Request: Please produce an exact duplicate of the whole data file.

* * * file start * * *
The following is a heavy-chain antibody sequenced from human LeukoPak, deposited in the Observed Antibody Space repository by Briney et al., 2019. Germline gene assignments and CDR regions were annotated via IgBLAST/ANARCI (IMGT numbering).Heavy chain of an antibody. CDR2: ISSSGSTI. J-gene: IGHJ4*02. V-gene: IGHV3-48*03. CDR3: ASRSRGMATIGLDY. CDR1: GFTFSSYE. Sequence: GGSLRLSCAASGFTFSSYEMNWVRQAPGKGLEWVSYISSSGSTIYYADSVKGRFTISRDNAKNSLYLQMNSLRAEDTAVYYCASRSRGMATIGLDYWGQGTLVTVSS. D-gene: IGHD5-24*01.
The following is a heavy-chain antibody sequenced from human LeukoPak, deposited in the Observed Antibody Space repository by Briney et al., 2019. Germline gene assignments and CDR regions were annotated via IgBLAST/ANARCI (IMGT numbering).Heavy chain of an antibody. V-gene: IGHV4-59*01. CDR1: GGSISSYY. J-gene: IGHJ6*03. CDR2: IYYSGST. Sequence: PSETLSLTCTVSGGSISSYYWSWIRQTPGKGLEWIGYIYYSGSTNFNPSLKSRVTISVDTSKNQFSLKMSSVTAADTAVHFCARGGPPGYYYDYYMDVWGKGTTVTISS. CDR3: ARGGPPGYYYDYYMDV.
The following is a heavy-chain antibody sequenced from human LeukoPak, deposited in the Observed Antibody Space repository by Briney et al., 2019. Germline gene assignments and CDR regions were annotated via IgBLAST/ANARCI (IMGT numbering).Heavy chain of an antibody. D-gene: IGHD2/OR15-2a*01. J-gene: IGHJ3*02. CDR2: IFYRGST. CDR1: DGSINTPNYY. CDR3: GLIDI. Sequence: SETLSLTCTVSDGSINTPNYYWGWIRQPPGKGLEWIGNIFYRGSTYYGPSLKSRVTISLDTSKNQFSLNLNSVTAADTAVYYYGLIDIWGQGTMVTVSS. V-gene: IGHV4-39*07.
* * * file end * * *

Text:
The following is a heavy-chain antibody sequenced from human LeukoPak, deposited in the Observed Antibody Space repository by Briney et al., 2019. Germline gene assignments and CDR regions were annotated via IgBLAST/ANARCI (IMGT numbering).Heavy chain of an antibody. CDR2: ISSSGSTI. J-gene: IGHJ4*02. V-gene: IGHV3-48*03. CDR3: ASRSRGMATIGLDY. CDR1: GFTFSSYE. Sequence: GGSLRLSCAASGFTFSSYEMNWVRQAPGKGLEWVSYISSSGSTIYYADSVKGRFTISRDNAKNSLYLQMNSLRAEDTAVYYCASRSRGMATIGLDYWGQGTLVTVSS. D-gene: IGHD5-24*01.
The following is a heavy-chain antibody sequenced from human LeukoPak, deposited in the Observed Antibody Space repository by Briney et al., 2019. Germline gene assignments and CDR regions were annotated via IgBLAST/ANARCI (IMGT numbering).Heavy chain of an antibody. V-gene: IGHV4-59*01. CDR1: GGSISSYY. J-gene: IGHJ6*03. CDR2: IYYSGST. Sequence: PSETLSLTCTVSGGSISSYYWSWIRQTPGKGLEWIGYIYYSGSTNFNPSLKSRVTISVDTSKNQFSLKMSSVTAADTAVHFCARGGPPGYYYDYYMDVWGKGTTVTISS. CDR3: ARGGPPGYYYDYYMDV.
The following is a heavy-chain antibody sequenced from human LeukoPak, deposited in the Observed Antibody Space repository by Briney et al., 2019. Germline gene assignments and CDR regions were annotated via IgBLAST/ANARCI (IMGT numbering).Heavy chain of an antibody. D-gene: IGHD2/OR15-2a*01. J-gene: IGHJ3*02. CDR2: IFYRGST. CDR1: DGSINTPNYY. CDR3: GLIDI. Sequence: SETLSLTCTVSDGSINTPNYYWGWIRQPPGKGLEWIGNIFYRGSTYYGPSLKSRVTISLDTSKNQFSLNLNSVTAADTAVYYYGLIDIWGQGTMVTVSS. V-gene: IGHV4-39*07.